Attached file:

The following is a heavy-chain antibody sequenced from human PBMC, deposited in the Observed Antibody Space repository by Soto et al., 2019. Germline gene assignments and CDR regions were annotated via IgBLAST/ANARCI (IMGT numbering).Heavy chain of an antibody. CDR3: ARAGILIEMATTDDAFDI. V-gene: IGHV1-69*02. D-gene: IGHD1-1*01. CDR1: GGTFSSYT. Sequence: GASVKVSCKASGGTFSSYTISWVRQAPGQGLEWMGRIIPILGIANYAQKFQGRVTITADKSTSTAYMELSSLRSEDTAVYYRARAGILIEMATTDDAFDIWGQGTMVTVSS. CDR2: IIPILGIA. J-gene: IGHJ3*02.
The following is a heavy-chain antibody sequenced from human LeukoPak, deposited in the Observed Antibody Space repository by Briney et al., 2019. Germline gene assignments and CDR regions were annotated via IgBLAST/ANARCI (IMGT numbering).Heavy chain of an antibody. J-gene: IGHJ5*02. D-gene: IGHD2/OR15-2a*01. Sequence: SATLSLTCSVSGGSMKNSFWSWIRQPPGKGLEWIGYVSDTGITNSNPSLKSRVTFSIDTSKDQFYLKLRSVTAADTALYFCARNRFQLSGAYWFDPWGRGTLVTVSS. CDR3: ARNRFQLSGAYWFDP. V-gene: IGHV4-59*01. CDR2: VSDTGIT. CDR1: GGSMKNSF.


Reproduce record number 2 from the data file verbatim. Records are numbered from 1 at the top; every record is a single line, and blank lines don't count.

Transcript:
The following is a heavy-chain antibody sequenced from human LeukoPak, deposited in the Observed Antibody Space repository by Briney et al., 2019. Germline gene assignments and CDR regions were annotated via IgBLAST/ANARCI (IMGT numbering).Heavy chain of an antibody. J-gene: IGHJ5*02. D-gene: IGHD2/OR15-2a*01. Sequence: SATLSLTCSVSGGSMKNSFWSWIRQPPGKGLEWIGYVSDTGITNSNPSLKSRVTFSIDTSKDQFYLKLRSVTAADTALYFCARNRFQLSGAYWFDPWGRGTLVTVSS. CDR3: ARNRFQLSGAYWFDP. V-gene: IGHV4-59*01. CDR2: VSDTGIT. CDR1: GGSMKNSF.